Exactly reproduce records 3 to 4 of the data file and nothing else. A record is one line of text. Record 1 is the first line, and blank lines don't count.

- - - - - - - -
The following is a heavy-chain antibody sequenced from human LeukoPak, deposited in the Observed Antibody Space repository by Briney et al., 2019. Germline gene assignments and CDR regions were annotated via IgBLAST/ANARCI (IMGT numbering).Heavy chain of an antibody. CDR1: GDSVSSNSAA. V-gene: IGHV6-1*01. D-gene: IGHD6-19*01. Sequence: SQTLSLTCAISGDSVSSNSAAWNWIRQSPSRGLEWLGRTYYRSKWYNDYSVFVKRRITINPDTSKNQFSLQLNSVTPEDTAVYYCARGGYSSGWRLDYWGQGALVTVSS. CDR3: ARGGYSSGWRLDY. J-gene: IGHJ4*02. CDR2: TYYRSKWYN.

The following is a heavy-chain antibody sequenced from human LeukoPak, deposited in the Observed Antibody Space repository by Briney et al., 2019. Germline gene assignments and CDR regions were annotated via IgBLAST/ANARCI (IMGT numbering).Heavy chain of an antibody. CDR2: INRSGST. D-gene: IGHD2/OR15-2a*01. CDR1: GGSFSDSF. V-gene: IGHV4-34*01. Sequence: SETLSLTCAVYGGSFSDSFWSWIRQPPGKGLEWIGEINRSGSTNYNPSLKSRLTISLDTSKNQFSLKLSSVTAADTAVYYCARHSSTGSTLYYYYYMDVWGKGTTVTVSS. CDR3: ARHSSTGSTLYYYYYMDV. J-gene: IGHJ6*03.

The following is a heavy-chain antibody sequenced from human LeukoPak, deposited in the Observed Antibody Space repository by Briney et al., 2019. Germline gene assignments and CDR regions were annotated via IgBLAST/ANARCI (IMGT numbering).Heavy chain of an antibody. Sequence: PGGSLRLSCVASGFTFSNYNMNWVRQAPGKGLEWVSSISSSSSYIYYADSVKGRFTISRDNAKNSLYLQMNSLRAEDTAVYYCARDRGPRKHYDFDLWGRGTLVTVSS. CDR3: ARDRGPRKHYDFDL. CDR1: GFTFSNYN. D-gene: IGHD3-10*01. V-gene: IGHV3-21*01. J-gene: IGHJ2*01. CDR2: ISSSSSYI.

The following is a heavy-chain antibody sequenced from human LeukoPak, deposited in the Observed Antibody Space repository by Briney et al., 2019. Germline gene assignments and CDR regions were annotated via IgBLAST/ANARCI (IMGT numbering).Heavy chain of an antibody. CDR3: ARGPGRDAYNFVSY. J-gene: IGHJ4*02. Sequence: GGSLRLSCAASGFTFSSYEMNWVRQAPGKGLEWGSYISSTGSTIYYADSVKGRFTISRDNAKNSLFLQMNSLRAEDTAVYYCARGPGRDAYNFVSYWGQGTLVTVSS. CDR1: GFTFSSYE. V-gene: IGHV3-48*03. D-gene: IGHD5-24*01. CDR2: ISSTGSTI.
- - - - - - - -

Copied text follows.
The following is a heavy-chain antibody sequenced from human LeukoPak, deposited in the Observed Antibody Space repository by Briney et al., 2019. Germline gene assignments and CDR regions were annotated via IgBLAST/ANARCI (IMGT numbering).Heavy chain of an antibody. Sequence: PGGSLRLSCVASGFTFSNYNMNWVRQAPGKGLEWVSSISSSSSYIYYADSVKGRFTISRDNAKNSLYLQMNSLRAEDTAVYYCARDRGPRKHYDFDLWGRGTLVTVSS. CDR3: ARDRGPRKHYDFDL. CDR1: GFTFSNYN. D-gene: IGHD3-10*01. V-gene: IGHV3-21*01. J-gene: IGHJ2*01. CDR2: ISSSSSYI.

The following is a heavy-chain antibody sequenced from human LeukoPak, deposited in the Observed Antibody Space repository by Briney et al., 2019. Germline gene assignments and CDR regions were annotated via IgBLAST/ANARCI (IMGT numbering).Heavy chain of an antibody. CDR3: ARGPGRDAYNFVSY. J-gene: IGHJ4*02. Sequence: GGSLRLSCAASGFTFSSYEMNWVRQAPGKGLEWGSYISSTGSTIYYADSVKGRFTISRDNAKNSLFLQMNSLRAEDTAVYYCARGPGRDAYNFVSYWGQGTLVTVSS. CDR1: GFTFSSYE. V-gene: IGHV3-48*03. D-gene: IGHD5-24*01. CDR2: ISSTGSTI.